I think that Juan Williams must be going senile, for his desire to disgrace the black community grows more and more every day. I am glad that no one in the black community pays much attention to him anymore. Well, then again, there are people who listen to Flavor Flav, so perhaps I am wrong on that point.

I actually feel sorry for Juan Williams, I am sure he has a hard time sleeping at night. It's hard out there for a pimp, and even harder for a black journalist seeking to get pimped by the highest bidder.

Saturday, June 14, 2008

Brothers Aren't Looking For Sisters Anymore?


“We Like Black D***, Just Not Black Men”

Let’s be honest- who wouldn’t want a Morris Chestnut, Will Smith, Denzel Washington, or Taye Diggs type of man?

As black women, we’ve watched our brothers be romantically involved with white women for as long as we’ve been in this country. Just when we thought we were accepting it, Asian and Hispanic women picked up on the trend, and Black men started to choose them first. In a day and age where interracial dating is more or less accepted, we have to redirect our anger.

Now, black women are upset because we’ve taken home the bronze medal in comparison to the other races that seek out Black men. For the most part, young Black men are not choosing their Black women, while everyone else is choosing the brothers.

First, look at the music videos you see on BET, MTV or anything else. No longer are “video girls” really black. Hispanic and mixed women seem to be getting closer and closer to the camera. The Vida Guerra’s of the world have taken the front seat, and more brothers want long REAL hair, fair skin and another language to go along with the urban style.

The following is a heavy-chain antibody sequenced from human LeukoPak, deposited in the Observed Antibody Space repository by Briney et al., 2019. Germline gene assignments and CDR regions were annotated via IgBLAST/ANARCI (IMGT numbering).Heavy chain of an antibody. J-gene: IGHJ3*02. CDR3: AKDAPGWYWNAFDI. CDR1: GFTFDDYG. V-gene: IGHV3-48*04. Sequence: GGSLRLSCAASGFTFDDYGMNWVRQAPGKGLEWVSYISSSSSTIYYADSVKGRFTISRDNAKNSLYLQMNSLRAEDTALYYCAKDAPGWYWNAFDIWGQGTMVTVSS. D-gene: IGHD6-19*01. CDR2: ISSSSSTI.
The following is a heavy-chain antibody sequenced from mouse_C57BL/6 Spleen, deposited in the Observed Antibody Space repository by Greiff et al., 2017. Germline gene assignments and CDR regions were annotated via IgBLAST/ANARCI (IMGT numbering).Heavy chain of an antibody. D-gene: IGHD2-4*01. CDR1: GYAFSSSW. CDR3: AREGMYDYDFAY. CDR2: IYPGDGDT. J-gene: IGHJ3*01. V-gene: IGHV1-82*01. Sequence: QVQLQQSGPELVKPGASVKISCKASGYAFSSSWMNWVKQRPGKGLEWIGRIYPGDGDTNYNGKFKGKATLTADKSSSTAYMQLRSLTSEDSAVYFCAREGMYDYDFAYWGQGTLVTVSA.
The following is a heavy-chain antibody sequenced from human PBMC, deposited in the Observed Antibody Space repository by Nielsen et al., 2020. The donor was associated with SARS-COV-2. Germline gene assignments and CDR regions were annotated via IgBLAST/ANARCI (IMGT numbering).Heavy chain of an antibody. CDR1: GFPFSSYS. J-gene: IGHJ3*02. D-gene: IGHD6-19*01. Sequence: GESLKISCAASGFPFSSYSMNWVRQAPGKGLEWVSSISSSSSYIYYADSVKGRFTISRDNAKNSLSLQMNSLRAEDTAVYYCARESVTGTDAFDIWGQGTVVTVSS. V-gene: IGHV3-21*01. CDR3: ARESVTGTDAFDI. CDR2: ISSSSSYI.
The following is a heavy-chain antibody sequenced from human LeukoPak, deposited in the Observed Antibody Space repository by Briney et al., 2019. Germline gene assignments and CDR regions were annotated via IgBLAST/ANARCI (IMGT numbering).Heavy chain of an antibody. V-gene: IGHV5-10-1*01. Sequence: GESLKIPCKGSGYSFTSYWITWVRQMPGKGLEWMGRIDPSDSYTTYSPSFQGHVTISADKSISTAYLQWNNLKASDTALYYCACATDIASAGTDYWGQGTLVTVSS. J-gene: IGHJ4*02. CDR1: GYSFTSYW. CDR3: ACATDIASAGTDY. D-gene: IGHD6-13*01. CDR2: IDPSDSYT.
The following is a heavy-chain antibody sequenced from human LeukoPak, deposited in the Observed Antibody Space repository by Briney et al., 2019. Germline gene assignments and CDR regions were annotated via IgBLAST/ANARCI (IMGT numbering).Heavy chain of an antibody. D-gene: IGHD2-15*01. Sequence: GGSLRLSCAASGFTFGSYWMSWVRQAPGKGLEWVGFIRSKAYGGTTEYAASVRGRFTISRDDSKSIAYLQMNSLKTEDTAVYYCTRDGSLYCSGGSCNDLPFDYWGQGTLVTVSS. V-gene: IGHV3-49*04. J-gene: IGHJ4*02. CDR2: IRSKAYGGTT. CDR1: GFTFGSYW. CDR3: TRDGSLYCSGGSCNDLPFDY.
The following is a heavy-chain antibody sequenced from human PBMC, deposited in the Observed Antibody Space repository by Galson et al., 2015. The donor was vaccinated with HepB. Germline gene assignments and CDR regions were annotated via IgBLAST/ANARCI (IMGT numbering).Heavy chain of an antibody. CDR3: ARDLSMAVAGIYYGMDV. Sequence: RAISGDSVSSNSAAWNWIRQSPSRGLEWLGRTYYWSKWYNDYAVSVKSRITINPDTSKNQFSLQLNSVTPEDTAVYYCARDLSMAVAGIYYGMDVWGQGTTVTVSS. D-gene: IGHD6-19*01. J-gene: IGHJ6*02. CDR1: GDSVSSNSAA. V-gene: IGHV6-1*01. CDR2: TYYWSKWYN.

Some people say Black and Hispanics are one in the same, but I think to put us in the same boat is to ignore the many differences that the two races have, especially historically and politically (for the most part, Hispanics picked Hillary over Barack. Does that say anything significant? I think so.)

Next, let’s look at white women- from whom I got the title of this article. It’s not the preferred conversation to overhear during a study break snack, but that statement is exactly what I heard one day while sitting in the student center.

“ Oh my god, I hooked up with a black guy last night…no, I don’t like black men, but I do like black d***!”

…Was this girl serious?

It just goes to show that the physical attraction is- in some cases- the only reason why these unions happen. Okay brothers, I’ll give you that. Some men enjoy having gorgeous exotic looking women of different backgrounds and ethnicities to trophy around with…but ask yourselves, are your parents going to approve of your relationship?

Maybe so, but what about her parents? Are they really as open-minded as she is? The truth is, not all parents are as accepting and open minded as their children.

Do not misinterpret what I’m saying, I do have a lot of white, Asian and Hispanic female friends who date Black men. They are girls with good heads on their shoulders, who are usually friendly, more reserved, smart and very genuine. They have no problem being my friend, and I have no problem being theirs.

It may just be from what I’ve seen around my campus, but the other-race girls who only go after Black men for their well-endowed features, are the ones who do not take the time to befriend black women.

Those girls stick to their own kind. They’d rather say the curiosity about the physical pleasure was the reason they did it. Those are the kind of girls I overheard saying the above statement.

Brothers, let’s not take this completely as a compliment. You should be offended by such a blatant proclamation. What does this say about you? ”I don’t like black men” means I don’t like black people, and “I just like black d***” means I don’t see you for who you are.

I’ve dated white men, Hispanic men, and even an Asian once. But ultimately and collectively, they don’t want black women either. Of course there are some exceptions to this, one of my best white male friends only dates black women.